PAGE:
- In a very clean mixing bowl attached to a stand mixer, whip egg whites, cream of tartar, and HALF of the sugar to stiff peaks. Transfer the cloud of egg whites to a large bowl and set aside.
- Don't wash the bowl you whipped the egg whites in, add whip attachment, and add the egg yolks, vanilla and remaining sugar. Beat until pale yellow, smooth, and ribbons in texture.
- Sift the flour one third at a time over the yolk mixture, folding it in.
- Turn your attention to the egg whites and similarly fold them in to the yolk mixture. Take care to fold gently and not smash. Sprinkle in lemon zest as you fold. Fold until you have a fairly homogeneous batter, a few white streaks being okay.
- Using a larger piping tip or a Ziploc bag with the corner cut off, pipe cake batter gently onto the now-frozen design, trying to fill all the nooks and crannies. The better you do this, the less air bubbles will be present in the final design.
- Next, scoop out the rest of the cake batter onto the pan and spread evenly with an offset spatula.
- Bake in the oven for 7 minutes at 375 degrees F, turn pan 180 degrees with pans doubled (one pan under another to prevent browning on the bottom), and bake for 6 more minutes or until cake tester comes out clean in the center or close.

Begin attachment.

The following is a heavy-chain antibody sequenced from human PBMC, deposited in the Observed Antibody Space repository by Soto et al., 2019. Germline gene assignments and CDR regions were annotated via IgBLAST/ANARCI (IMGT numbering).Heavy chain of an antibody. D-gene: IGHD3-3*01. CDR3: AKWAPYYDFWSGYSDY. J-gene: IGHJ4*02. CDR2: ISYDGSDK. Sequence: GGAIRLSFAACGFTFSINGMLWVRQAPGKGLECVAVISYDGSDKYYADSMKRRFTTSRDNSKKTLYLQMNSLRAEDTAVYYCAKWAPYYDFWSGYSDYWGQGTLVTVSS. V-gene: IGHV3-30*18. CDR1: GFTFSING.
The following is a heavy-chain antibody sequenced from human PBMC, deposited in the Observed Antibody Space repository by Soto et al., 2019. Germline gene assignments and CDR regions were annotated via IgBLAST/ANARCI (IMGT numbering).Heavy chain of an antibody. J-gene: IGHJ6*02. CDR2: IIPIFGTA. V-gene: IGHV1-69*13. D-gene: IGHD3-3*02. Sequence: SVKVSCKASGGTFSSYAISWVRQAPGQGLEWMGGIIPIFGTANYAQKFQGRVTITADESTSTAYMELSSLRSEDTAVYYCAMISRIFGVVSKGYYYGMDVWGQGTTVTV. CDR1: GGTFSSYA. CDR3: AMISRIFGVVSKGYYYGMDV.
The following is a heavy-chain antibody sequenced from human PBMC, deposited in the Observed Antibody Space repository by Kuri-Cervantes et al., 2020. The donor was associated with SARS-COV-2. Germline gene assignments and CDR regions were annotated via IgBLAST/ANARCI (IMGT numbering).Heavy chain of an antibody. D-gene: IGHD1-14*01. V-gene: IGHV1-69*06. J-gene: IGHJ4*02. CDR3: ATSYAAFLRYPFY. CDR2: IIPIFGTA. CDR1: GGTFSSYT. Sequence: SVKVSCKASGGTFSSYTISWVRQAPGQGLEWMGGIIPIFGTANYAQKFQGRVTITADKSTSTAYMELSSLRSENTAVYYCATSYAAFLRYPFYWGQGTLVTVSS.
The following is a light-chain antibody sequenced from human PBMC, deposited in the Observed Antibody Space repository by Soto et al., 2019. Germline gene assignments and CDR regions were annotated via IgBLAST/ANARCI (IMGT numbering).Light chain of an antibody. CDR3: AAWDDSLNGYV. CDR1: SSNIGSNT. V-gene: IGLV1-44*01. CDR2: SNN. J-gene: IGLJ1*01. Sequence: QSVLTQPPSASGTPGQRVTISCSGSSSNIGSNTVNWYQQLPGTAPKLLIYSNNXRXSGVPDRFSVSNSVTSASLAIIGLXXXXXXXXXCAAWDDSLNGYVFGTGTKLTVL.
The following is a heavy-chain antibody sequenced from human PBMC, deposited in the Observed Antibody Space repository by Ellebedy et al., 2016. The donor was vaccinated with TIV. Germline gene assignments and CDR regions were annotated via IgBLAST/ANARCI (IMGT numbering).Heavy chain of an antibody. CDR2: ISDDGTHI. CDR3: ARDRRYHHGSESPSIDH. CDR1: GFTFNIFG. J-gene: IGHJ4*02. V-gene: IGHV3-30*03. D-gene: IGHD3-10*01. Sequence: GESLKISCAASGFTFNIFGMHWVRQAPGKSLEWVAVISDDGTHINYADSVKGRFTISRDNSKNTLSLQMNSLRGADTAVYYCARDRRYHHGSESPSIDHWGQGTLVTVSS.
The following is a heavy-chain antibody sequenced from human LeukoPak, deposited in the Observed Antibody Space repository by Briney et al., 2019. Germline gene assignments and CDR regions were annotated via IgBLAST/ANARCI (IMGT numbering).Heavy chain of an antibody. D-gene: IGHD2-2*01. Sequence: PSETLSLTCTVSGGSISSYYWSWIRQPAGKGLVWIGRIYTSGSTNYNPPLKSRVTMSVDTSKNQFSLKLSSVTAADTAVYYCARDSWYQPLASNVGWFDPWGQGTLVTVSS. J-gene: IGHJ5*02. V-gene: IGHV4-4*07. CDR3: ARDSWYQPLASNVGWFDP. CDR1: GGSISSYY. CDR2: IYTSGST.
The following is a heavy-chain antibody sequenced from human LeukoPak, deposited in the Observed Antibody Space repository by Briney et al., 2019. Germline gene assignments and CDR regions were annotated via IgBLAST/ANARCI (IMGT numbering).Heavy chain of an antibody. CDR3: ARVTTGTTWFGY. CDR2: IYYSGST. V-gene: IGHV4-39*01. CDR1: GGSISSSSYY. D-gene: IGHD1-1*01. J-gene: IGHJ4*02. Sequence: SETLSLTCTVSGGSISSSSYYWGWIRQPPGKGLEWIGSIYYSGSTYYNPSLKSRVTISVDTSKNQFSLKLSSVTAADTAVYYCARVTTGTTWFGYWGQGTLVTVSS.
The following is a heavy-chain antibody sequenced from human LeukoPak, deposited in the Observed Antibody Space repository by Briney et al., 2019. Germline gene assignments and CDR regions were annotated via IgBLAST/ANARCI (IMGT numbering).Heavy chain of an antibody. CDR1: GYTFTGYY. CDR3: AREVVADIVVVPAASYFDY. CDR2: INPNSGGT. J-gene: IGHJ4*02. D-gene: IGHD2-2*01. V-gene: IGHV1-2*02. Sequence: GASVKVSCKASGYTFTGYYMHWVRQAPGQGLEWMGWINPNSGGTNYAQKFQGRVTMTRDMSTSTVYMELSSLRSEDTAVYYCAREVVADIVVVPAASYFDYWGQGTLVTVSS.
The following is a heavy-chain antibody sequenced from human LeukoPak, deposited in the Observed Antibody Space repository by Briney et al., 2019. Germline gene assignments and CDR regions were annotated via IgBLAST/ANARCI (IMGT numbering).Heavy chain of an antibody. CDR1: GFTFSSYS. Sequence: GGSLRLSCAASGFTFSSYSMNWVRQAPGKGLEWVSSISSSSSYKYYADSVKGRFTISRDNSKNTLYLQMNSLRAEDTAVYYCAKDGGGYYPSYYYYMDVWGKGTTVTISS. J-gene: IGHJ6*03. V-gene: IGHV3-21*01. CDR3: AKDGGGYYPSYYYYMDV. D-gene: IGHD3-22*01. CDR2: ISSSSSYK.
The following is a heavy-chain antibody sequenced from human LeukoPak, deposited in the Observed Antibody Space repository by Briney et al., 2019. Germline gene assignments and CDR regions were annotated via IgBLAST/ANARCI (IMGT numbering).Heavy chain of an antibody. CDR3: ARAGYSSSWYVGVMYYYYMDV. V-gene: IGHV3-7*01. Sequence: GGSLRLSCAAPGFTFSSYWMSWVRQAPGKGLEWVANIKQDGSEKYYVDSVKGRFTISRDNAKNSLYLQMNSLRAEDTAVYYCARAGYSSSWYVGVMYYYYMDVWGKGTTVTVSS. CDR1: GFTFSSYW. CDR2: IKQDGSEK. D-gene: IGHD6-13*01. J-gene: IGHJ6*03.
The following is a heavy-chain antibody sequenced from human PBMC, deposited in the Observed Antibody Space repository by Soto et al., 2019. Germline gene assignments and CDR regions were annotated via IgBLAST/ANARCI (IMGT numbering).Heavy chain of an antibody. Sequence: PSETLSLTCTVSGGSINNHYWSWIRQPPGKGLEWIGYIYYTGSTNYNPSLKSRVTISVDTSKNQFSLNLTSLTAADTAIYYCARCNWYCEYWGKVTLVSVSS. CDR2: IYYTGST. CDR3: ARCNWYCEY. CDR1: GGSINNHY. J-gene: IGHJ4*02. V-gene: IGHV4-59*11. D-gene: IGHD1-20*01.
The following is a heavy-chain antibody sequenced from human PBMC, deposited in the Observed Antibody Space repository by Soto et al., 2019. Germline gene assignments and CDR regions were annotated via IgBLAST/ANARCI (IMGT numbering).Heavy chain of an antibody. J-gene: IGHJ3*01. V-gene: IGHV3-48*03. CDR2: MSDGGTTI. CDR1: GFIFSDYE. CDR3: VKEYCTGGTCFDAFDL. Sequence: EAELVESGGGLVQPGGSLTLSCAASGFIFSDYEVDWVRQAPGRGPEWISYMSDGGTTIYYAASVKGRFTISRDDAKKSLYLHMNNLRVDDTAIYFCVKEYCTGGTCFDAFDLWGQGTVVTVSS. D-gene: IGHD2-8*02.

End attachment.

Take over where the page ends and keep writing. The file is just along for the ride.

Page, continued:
- REST 'N ROLL: Cover the cake with the clean tea towel and allow to rest for 10 minutes.
- Use a knife to release the edges if not already pulling away and, starting at a shorter width, roll up gently, keeping the towel atop the cake and the parchment stuck on the design surface. Allow to cool completely, towel rolled up, at least 30 minutes. This step is important to help keep the cake roll from cracking. The unfilled roll up while cooling helps with the cake's "memory" of the final intended shape. You also have to wait until the cake is completely cool to fill it with whipping cream as a warm cake plus whipped cream equals a soggy mess.
- FILLING PREPARATION: While the cake is cooling, mix up the filling.***
- Whip whipping cream until stiff.
- When cake is cool, unroll gently and peel off parchment paper. Add a larger and clean piece of parchment underneath the cake (this will wrap up the cake when chilling). Trim outside seam edge if raggedy.
- Spread jam on cake then whipping cream.
- Using parchment to help roll, roll up cake gently. Roll up into parchment and tuck or twist ends as if you were wrapping a large piece of candy. Wrap in plastic and place in the fridge to chill for at least two hours. Wrap with foil if freezing. Allow to thaw in the fridge overnight before serving. Serve with fresh berries, if desired. Keeps well in the fridge for a couple of days.
** Some important notes on design: Remember that your design will be mirrored once the cake is rolled up. In other words, if you write lettering, it will be backwards on the finished product unless you pipe it backwards. The same goes for Hello Kitty's bow. Switch her bow to the left side when piping so it ends up on the right ear after baking and flipping. Technically, if the hair bow is on the left ear on the final product, it is not Hello Kitty but her twin sister Mimmy.
*** Filling the cake roll with sweetened with cream and jam is too sweet. Unsweetened whipped cream and jam works, or sweetened with cream with fresh berries.